Microsoft Happy with the Evolution of Windows Vista Piracy

The WGA has redefined Vista piracy

By Marius Oiaga on March 28th, 2007 14:46 GMT
This was a title that I never though I would write. But the truth is that Microsoft is happy with the way Windows Vista piracy is evolving. Is there a catch to this? No. The fact of the matter is that Windows Vista has delivered a heavy blow to software counterfeiters. The reason for this is the new Windows Genuine Advantage security mechanism integrated into the operating system.

You may not notice this on the surface. On the surface, the Internet is crawling with Windows Vista cracks, hacks and workarounds. On the surface, every Windows Vista edition has been cracked and is available for download via peer-to-peer networks. But this is not the true extent of Windows Vista piracy.

Because the 30 - 35 counterfeit software percentage that Microsoft puts forward also includes counterfeit copies of Windows Vista that are actually sold. Alex Kochis, a senior licensing manager with the WGA team revealed back in February that bootlegged copies of Windows Vista were dirt cheap, going as low as $5. This is a Windows Genuine Advantage success and the reflection of the impact delivered by Reduced Functionality Mode.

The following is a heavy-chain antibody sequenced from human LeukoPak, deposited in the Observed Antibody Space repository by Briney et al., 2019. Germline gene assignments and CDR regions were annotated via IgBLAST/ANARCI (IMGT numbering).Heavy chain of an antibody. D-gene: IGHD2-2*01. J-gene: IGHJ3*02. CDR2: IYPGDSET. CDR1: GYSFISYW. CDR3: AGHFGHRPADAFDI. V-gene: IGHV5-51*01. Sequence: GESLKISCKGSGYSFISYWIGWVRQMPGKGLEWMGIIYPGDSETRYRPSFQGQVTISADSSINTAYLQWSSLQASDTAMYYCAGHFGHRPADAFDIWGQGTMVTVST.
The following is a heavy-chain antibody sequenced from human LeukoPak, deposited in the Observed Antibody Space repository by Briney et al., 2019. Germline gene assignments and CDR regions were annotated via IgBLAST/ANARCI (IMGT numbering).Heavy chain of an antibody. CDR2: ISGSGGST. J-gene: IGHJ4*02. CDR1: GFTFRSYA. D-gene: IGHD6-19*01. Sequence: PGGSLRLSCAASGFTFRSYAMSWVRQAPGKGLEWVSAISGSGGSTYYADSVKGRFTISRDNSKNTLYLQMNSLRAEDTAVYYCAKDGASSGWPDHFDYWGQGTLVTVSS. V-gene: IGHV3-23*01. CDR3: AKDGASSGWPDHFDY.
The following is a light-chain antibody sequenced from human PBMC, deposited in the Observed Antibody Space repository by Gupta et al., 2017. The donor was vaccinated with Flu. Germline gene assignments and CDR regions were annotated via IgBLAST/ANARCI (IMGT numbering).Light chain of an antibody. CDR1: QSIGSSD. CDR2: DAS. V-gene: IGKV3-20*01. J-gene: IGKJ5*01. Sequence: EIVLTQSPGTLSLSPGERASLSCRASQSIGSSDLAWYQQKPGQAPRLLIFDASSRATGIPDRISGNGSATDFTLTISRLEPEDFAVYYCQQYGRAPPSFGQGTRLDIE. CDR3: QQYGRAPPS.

"This is one of the places I'm most excited about the technology and the opportunity we have," Microsoft Corporate Vice President of Windows Client Marketing Mike Sievert commented about Vista piracy. "With Windows XP, the pirated version of XP was the exact same as the genuine," he added as quoted by Mary Jo Foley. But WGA will lock Vista and make it useless. And the WGA mechanism has also been built in such a manner that it can be continuously updated.

Of course that, in this respect, Microsoft's response to Windows vista cracks has been less than prompt. The 'timer crack' or '2099 crack' is just such an example. Kochis promised on January 2, 2007 that the crack would be addressed soon. Almost three months later, the Windows Genuine Advantage Team has not yet tackled the issue. Is Microsoft that happy that it simply gave up?
  
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